Greek Elections: The Complete Picture

The third-placed Pasok will now try to form a coalition government in Greece after the much expected leftist Syriza party failed on Wednesday night.

Talks between the leftist leader Alexis Tsipras and leaders of other parties proved futile as they could not come to any understanding after the meeting.

"We saw that our proposal enjoys broad social support but weak parliamentary backing. We can't make our dream come true and form a left-wing government," the Press Association quoted Tsipras as saying after the meeting.

Tsipras asked both the main parties to give up the vows they made in return for the bailout which they rejected outright.

The crisis has now deepened after the runner-up party also was unsuccessful in bringing a consensus.

According to reports, the situation may lead to the expulsion of Greece from the single currency EU bloc.

The political deadlock is severely hurting the country as its reserves will also run dry in June.

As the nation runs on the funds provided by the EU and the IMF, some impatient governments have reportedly temporarily suspended part of their latest rescue funds.

The Pasok party is still confident of forming the government. "I will continue the effort because it is in the nation's interest.

Prolonging this uncertainty only hurts the country and its economy, and in the end, the weakest and the unemployed," Pasok's leader Evangelos Venizelas told reporters, according to Reuters.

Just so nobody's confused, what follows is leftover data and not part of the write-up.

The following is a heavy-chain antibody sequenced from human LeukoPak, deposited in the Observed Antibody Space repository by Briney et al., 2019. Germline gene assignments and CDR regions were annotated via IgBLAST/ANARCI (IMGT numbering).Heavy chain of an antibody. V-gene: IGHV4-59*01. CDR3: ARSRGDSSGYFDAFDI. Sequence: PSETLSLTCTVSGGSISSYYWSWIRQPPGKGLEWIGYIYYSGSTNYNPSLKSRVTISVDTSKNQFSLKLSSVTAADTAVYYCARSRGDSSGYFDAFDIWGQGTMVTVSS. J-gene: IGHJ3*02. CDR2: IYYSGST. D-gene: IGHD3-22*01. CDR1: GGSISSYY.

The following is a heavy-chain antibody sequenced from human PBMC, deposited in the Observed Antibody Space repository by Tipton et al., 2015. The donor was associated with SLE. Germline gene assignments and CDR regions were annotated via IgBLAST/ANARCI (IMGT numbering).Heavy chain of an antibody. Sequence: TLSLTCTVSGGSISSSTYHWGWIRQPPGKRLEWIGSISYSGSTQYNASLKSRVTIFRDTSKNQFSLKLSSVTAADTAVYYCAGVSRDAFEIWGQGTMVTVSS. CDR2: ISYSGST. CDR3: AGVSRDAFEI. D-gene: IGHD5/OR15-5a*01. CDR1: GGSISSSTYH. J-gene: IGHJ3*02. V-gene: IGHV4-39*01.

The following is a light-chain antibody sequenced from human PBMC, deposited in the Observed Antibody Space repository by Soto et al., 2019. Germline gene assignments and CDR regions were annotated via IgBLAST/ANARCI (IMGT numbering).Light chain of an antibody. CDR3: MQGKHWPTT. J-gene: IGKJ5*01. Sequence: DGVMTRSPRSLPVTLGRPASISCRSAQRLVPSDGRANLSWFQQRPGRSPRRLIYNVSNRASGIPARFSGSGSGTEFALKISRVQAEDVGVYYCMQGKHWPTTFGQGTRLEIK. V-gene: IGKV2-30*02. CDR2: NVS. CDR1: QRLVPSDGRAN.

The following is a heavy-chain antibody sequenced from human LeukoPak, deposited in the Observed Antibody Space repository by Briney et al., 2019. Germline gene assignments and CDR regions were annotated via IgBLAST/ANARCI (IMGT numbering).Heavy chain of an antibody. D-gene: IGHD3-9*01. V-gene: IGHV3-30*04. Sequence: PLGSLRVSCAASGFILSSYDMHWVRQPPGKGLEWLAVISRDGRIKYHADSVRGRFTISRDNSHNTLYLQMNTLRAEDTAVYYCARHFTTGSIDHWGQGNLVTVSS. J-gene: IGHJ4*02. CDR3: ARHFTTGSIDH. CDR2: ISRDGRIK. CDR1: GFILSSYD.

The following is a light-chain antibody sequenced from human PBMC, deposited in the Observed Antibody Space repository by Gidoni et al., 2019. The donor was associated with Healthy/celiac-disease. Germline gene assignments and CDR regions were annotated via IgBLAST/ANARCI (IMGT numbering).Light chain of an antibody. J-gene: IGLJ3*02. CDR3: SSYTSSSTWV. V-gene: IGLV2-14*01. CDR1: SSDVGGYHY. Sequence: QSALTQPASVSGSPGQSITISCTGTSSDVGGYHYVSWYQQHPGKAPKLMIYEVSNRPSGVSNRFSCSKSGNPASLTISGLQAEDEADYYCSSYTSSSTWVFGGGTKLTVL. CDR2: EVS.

But analysts are of the opinion that the country is heading towards another election since the chances are extremely slim for any party to form a government by 17 May.

The political turmoil is also impacting the financial markets. Given the present economic situation, another election around the corner will surely not be great news for the country, suggest experts.

"We do not think global equity markets will react favourably to the scheduling of additional Greek elections which themselves are just as likely to be as inconclusive as the previous elections," Business Week quoted Dan Greenhaus, chief global strategist at BTIG, as saying.

Analysts also point out that the political uncertainty within Greece raises the threat of increased contagion with the eurozone's vulnerable markets. European leaders are also keeping their fingers crossed.